It really doesn’t matter if you claim to be UMC or COC, traditionalist or fundamentalist, Lutheran or Episcopalian. Being a card carrying member of any of the groups she mentioned does not mean that you don’t have a relationship with Christ, but then again, neither does it mean that you do.

    Modern Churchianity (not a typo) as a whole displays very little evidence (fruit, if you will) that would lead one to believe they adhere to let alone understand the claims and commands of Christ. The recent voting statistics simply bear witness. Jesus wasn’t lying to us when He said there are tares among the wheat. The question is which bundle will you be in?

    For example, just passingly mention the law of God in a conversation with any religious ‘card carrier’ and you’re more likely to get a one liner extracted from the Shack instead of a biblically based reply. But you will be rebuked either way. Men of old who did have a close relationship with God were renowned for their love of God and his law, but not so with the modern believer. Paul, on behalf of the Holy Spirit, penned the phrase that many of you reading this comment right now are likely repeating loudly in your mind “you are not under law, but under grace.” It was this same Paul who said that he was not free from God’s law, but under Christ’s. He wasn’t saying they were different. Christ himself said that it is love “to obey My commands.”

    It is this law that “believers” who voted for Obama disregarded and trumped with their own wants and needs. Every issue under the sun is worthy of consideration, but some bear more weight than others and carry heavy consequences if ignored. You would think if it made God’s top 10 list that this would carry serious emphasis with one who claims to have a relationship with Him. You shall not murder. Now granted, both candidates will end up murdering people either directly or indirectly through their policy choices and decisions, but find me a president who has not. Every man or woman who claimed to have a relationship with God had the ability to choose a person who would seek to limit such killing through legislation and court appointments but instead many of them chose an individual who seeks to increase the killing and simultaneously calls this murderous increase ‘freedom of choice.’ Obama is the most extreme pro-abortion legislator ever to serve in Congress. He believes the choice to murder is a freedom and a right, and he has stated he will defend and even expand this right.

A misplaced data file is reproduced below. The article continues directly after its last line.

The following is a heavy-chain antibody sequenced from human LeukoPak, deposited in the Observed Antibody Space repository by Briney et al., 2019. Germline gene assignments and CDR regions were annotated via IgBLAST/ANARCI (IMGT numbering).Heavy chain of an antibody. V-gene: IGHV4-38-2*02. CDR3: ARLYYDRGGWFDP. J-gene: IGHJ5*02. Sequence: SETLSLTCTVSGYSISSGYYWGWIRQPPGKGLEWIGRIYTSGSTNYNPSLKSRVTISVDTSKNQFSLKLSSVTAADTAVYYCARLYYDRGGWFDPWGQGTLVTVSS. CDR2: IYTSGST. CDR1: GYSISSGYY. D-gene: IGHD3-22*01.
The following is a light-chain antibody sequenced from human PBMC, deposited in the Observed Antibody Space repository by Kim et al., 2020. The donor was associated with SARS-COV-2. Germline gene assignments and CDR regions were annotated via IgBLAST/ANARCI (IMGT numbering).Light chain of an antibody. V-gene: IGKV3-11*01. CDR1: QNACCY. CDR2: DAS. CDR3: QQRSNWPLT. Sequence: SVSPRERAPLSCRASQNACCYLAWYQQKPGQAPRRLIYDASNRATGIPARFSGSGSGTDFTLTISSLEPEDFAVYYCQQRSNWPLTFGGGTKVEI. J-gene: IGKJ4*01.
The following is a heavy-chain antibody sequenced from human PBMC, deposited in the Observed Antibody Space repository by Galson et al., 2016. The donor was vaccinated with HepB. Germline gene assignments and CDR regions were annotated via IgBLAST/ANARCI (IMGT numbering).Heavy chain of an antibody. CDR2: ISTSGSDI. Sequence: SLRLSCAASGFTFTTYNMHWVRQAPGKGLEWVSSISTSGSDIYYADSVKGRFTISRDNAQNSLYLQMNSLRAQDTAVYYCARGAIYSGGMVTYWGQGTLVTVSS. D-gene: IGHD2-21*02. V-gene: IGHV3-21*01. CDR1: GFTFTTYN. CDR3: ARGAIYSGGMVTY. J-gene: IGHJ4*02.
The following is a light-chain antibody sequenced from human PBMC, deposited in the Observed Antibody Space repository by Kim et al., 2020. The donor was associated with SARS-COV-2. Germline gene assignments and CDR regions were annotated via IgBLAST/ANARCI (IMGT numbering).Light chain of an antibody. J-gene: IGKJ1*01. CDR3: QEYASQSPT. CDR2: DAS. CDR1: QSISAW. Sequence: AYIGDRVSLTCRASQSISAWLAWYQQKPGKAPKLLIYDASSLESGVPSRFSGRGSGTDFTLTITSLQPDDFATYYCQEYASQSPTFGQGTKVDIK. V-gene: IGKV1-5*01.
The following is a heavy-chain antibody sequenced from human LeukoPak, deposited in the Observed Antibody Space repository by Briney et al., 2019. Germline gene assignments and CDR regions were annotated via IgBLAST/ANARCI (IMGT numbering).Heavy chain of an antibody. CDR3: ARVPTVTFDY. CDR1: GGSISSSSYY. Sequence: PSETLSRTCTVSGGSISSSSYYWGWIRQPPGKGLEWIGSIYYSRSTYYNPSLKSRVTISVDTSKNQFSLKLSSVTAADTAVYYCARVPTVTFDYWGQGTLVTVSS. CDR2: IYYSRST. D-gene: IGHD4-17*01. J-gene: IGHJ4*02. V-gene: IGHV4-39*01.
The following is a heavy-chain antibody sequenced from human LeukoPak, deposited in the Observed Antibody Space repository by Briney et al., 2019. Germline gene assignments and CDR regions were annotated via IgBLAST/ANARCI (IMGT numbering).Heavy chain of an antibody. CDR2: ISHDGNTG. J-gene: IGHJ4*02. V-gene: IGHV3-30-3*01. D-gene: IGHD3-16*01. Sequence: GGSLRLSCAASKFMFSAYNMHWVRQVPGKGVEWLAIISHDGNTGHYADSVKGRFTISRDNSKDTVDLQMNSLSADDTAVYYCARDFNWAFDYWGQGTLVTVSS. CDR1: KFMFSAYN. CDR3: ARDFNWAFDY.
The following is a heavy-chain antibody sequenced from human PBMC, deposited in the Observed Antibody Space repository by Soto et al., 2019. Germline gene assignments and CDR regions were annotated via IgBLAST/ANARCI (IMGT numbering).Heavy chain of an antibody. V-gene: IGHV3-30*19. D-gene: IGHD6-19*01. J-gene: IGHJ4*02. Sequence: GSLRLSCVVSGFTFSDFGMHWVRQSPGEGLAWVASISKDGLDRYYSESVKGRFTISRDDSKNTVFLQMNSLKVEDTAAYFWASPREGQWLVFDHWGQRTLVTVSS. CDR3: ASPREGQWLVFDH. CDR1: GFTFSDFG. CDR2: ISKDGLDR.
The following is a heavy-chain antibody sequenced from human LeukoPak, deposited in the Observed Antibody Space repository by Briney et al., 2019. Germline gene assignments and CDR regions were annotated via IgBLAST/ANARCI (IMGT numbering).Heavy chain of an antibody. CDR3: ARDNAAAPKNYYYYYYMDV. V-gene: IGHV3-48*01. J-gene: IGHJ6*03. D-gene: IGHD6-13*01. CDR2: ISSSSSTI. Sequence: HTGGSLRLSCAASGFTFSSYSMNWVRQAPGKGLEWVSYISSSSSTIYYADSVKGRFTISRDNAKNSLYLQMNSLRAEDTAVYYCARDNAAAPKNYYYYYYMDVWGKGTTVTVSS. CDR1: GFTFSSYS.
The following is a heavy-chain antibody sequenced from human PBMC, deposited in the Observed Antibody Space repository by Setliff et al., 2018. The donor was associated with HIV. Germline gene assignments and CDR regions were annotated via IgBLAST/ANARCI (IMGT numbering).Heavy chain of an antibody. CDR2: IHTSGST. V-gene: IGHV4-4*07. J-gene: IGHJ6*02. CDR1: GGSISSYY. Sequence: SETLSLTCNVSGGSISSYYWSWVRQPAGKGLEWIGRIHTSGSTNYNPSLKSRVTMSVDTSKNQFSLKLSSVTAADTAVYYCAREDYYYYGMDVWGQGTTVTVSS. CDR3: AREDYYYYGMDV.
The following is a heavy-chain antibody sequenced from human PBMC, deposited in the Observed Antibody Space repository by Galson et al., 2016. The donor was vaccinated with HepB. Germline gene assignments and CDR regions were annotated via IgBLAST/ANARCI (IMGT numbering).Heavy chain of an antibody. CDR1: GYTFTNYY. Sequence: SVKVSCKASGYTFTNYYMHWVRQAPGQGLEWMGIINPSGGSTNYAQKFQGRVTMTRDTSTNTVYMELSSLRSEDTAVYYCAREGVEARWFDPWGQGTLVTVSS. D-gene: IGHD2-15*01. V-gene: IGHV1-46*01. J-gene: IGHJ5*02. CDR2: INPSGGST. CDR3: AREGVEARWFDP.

One who calls this evil good, my friend, is not in relationship with the God who created these children. If one uses their vote to give such a man the power to increase this evil, their relationship with the God who created these children may be seriously suspect as well.

    Every professing man and woman I know who voted for Obama has had to find some way to shrug off or pontificate their way out of the abortion issue. They do not refer to it as murder, they do not acknowledge the fact that it occurs nearly every 30 seconds in this nation, they do not attempt to defend Obama’s intent to immediately remove all current restrictions on abortion via the FOCA, nor will they even acknowledge the sadness of this ideological aspect of their candidate as they rejoice in his presidential victory.